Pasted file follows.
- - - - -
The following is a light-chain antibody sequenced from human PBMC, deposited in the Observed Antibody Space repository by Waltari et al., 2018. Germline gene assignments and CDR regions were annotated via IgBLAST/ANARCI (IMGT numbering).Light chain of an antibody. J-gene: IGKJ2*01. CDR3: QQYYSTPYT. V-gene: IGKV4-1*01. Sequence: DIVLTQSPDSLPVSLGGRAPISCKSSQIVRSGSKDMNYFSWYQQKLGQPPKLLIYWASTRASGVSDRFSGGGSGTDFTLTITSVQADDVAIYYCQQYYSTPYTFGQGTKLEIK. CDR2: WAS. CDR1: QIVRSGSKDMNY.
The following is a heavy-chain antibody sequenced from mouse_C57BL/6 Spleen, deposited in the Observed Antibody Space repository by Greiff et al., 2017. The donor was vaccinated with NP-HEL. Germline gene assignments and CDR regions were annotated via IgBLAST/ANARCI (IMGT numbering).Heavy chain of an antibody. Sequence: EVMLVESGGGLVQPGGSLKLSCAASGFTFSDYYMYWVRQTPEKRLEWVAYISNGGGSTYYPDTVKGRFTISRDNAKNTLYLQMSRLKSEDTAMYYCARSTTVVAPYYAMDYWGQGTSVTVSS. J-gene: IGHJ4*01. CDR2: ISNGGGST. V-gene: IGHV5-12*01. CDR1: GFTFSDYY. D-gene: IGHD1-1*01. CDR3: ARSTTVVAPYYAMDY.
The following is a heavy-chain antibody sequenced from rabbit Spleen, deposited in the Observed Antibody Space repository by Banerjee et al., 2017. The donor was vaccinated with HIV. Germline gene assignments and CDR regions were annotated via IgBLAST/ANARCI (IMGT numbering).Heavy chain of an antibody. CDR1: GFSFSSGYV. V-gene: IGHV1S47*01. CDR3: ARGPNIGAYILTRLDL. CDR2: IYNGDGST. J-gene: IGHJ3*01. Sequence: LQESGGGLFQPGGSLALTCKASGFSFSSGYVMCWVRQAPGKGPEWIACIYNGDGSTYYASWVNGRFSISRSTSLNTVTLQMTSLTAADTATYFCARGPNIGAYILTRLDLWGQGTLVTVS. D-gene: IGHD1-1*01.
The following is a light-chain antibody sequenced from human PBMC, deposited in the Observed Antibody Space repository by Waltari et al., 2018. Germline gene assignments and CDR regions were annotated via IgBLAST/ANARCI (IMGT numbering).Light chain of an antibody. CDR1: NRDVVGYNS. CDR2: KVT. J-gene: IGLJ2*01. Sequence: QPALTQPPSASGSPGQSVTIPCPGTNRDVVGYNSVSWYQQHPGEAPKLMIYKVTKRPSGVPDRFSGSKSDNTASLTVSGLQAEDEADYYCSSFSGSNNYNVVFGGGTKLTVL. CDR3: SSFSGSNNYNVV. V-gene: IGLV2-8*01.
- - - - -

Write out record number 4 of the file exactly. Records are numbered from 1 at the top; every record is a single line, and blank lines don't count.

The following is a light-chain antibody sequenced from human PBMC, deposited in the Observed Antibody Space repository by Waltari et al., 2018. Germline gene assignments and CDR regions were annotated via IgBLAST/ANARCI (IMGT numbering).Light chain of an antibody. CDR1: NRDVVGYNS. CDR2: KVT. J-gene: IGLJ2*01. Sequence: QPALTQPPSASGSPGQSVTIPCPGTNRDVVGYNSVSWYQQHPGEAPKLMIYKVTKRPSGVPDRFSGSKSDNTASLTVSGLQAEDEADYYCSSFSGSNNYNVVFGGGTKLTVL. CDR3: SSFSGSNNYNVV. V-gene: IGLV2-8*01.